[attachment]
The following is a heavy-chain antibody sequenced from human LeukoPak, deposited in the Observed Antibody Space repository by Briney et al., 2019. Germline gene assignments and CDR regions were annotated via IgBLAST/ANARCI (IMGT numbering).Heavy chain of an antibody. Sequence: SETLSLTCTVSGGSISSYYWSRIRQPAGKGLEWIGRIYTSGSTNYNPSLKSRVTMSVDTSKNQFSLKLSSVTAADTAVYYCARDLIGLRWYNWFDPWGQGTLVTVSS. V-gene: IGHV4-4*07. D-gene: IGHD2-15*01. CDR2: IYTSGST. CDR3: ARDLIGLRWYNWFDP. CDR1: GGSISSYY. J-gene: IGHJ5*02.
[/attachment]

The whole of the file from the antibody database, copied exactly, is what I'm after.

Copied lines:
The following is a heavy-chain antibody sequenced from human LeukoPak, deposited in the Observed Antibody Space repository by Briney et al., 2019. Germline gene assignments and CDR regions were annotated via IgBLAST/ANARCI (IMGT numbering).Heavy chain of an antibody. Sequence: SETLSLTCTVSGGSISSYYWSRIRQPAGKGLEWIGRIYTSGSTNYNPSLKSRVTMSVDTSKNQFSLKLSSVTAADTAVYYCARDLIGLRWYNWFDPWGQGTLVTVSS. V-gene: IGHV4-4*07. D-gene: IGHD2-15*01. CDR2: IYTSGST. CDR3: ARDLIGLRWYNWFDP. CDR1: GGSISSYY. J-gene: IGHJ5*02.